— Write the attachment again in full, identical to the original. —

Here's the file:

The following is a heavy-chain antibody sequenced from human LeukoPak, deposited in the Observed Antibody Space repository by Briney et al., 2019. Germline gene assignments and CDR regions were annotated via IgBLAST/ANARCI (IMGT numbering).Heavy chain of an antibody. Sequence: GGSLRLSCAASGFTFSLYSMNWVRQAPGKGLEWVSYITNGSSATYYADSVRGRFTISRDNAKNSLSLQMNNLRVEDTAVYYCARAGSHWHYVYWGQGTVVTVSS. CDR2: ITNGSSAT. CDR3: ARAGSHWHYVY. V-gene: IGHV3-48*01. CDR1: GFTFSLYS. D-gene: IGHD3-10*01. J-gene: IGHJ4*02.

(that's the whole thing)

The following is a heavy-chain antibody sequenced from human LeukoPak, deposited in the Observed Antibody Space repository by Briney et al., 2019. Germline gene assignments and CDR regions were annotated via IgBLAST/ANARCI (IMGT numbering).Heavy chain of an antibody. Sequence: GGSLRLSCAASGFTFSLYSMNWVRQAPGKGLEWVSYITNGSSATYYADSVRGRFTISRDNAKNSLSLQMNNLRVEDTAVYYCARAGSHWHYVYWGQGTVVTVSS. CDR2: ITNGSSAT. CDR3: ARAGSHWHYVY. V-gene: IGHV3-48*01. CDR1: GFTFSLYS. D-gene: IGHD3-10*01. J-gene: IGHJ4*02.